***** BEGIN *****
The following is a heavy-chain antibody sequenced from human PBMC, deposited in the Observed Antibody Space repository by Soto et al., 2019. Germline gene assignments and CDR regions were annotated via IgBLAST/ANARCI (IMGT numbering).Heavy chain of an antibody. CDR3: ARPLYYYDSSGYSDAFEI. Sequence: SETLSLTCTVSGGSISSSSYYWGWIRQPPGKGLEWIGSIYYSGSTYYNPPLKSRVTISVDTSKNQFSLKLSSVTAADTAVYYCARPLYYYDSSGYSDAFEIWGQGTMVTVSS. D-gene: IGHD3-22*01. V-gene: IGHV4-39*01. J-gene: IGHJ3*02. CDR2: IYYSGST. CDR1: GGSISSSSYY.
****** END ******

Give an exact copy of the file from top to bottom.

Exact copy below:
The following is a heavy-chain antibody sequenced from human PBMC, deposited in the Observed Antibody Space repository by Soto et al., 2019. Germline gene assignments and CDR regions were annotated via IgBLAST/ANARCI (IMGT numbering).Heavy chain of an antibody. CDR3: ARPLYYYDSSGYSDAFEI. Sequence: SETLSLTCTVSGGSISSSSYYWGWIRQPPGKGLEWIGSIYYSGSTYYNPPLKSRVTISVDTSKNQFSLKLSSVTAADTAVYYCARPLYYYDSSGYSDAFEIWGQGTMVTVSS. D-gene: IGHD3-22*01. V-gene: IGHV4-39*01. J-gene: IGHJ3*02. CDR2: IYYSGST. CDR1: GGSISSSSYY.